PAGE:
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Are You a 'Stress Bragger'? It's Probably Backfiring
  • Posted May 27, 2024

Are You a 'Stress Bragger'? It's Probably Backfiring

"Ugh, I'm so busy these days I can barely think straight. It's so crazy."

No doubt some friend or coworker (maybe even yourself) has moaned about how stressed and overworked they are.

Sometimes its fully justified, but in many cases folks see it as "stress bragging," or "busy bragging," signaling how important and needed the person is.

In those cases, stress bragging could do you more harm than good, new research shows.

“This is a behavior we've all seen, and we all might be guilty of at some point,” said study author Jessica Rodell, a professor of management at the University of Georgia Athens' Terry College of Business. 

“When I was wondering about why people do this, I thought maybe we are talking about our stress because we want to prove we're good enough," she said in a university news release. "We found out that often backfires.”

Instead of instilling respect and sympathy in co-workers, stress braggers often are looked upon as unlikable and less competent, the study found.

The data was based on a survey of 360 adults who were told to imagine that a colleague had just returned from a business conference.

These imaginary colleagues uttered a variety of statements. The stress-bragging worker said "Just one more thing on my full plate. And I was already stressed to the max … you have no idea the stress that I am under.”

In another scenario, the worker just talked about how enjoyable the conference was.

The study participants tended to see the worker who harped on their stress as less likable and less competent, compared to the worker with the sunnier outlook.

And if the stress-bragger is looking for help to relieve their workload, they probably wont get it: Participants said they'd be less inclined to help the worker out, compared to the more positive colleague.

“People are harming themselves by doing this thing they think is going to make them look better to their colleagues,” Rodell said.

In a second study, Rodell and her team asked 218 real-life workers about the stress braggers in their workplace lives.

People who had to put up with this behavior from co-workers tended to burn out quicker and face higher levels of stress themselves, the Georgia group found.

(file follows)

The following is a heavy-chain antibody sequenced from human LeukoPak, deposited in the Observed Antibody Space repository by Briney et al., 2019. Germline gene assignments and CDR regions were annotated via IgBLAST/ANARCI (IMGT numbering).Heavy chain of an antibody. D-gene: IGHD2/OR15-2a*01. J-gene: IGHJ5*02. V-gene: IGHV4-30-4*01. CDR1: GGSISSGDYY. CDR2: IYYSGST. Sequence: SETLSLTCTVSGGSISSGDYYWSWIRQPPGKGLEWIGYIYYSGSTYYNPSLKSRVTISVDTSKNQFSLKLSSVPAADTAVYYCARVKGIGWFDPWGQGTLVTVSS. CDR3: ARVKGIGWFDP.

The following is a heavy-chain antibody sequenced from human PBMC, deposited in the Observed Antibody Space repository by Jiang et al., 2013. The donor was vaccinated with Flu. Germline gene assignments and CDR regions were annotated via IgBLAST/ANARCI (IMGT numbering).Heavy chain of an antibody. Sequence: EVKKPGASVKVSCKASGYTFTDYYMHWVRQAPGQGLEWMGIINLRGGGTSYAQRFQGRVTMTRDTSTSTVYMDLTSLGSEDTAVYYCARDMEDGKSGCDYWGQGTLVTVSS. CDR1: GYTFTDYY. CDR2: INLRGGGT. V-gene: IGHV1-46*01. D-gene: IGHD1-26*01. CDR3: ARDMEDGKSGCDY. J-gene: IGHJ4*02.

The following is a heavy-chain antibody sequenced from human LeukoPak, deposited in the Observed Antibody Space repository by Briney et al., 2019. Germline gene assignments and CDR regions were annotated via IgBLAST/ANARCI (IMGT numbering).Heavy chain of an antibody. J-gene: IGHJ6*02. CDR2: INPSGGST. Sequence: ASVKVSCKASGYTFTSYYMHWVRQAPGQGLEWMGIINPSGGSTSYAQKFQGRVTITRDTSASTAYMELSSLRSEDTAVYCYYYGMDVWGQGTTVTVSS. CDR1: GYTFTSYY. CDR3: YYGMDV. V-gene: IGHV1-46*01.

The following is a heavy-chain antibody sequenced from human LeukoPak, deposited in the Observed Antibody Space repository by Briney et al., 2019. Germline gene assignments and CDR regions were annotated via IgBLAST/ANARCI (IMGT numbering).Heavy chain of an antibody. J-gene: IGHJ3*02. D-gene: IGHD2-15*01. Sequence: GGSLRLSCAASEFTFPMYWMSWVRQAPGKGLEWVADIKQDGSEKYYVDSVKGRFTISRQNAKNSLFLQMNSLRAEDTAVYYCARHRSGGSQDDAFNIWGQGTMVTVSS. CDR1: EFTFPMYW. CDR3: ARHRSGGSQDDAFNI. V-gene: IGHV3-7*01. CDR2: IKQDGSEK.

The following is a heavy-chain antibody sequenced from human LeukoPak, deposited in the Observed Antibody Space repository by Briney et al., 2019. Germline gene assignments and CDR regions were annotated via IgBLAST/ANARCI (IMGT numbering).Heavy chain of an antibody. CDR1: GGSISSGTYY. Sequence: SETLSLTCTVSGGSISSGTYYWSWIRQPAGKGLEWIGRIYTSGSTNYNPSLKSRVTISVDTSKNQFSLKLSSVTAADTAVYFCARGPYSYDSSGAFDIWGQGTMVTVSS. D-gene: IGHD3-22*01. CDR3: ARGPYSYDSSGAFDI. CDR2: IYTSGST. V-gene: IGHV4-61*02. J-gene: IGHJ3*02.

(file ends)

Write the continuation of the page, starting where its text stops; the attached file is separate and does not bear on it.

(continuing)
That could be due to a kind of infectious stress going on in the office, Rodell said.

“When somebody is constantly talking about and bragging about their stress, it makes it seem like it is a good thing to be stressed,” she explained. “It just spills over onto the co-worker next to them. They wind up feeling more stressed, which leads to higher burnout or withdrawal from their work. Think of it as this spiraling contagious effect from one person to the next.” 

The findings were published recently in the journal Personnel Psychology.

There's a big difference between stress bragging and occasionally mentioning in passing that your work is stressing you out, or being perceived by others as stressed, Rodell noted.

The notion that a person is somehow boasting about their stress levels is what others find annoying.

“It's not the being stressed part that's a problem,” she said. “We found that if I perceive you as stressed, I actually see you as more competent.”

“If you genuinely feel stressed, it's OK to find the right confidant to share with and talk about it,” Rodell said. “But be mindful that it is not a badge of honor to be bragged about -- that will backfire."

She said that bosses should be on the alert for stress bragging, because it can have a broader effect on company morale.

“It's not benign,” she added. “It not only harms the bragging co-worker. If employees see somebody bragging about their stress, it will have a spillover effect that can have bigger implications for the workplace.”

More information

Find tips on managing workplace stress at the University of Rochester Medical Center.

SOURCE: University of Georgia Athens, news release, May 23, 2024

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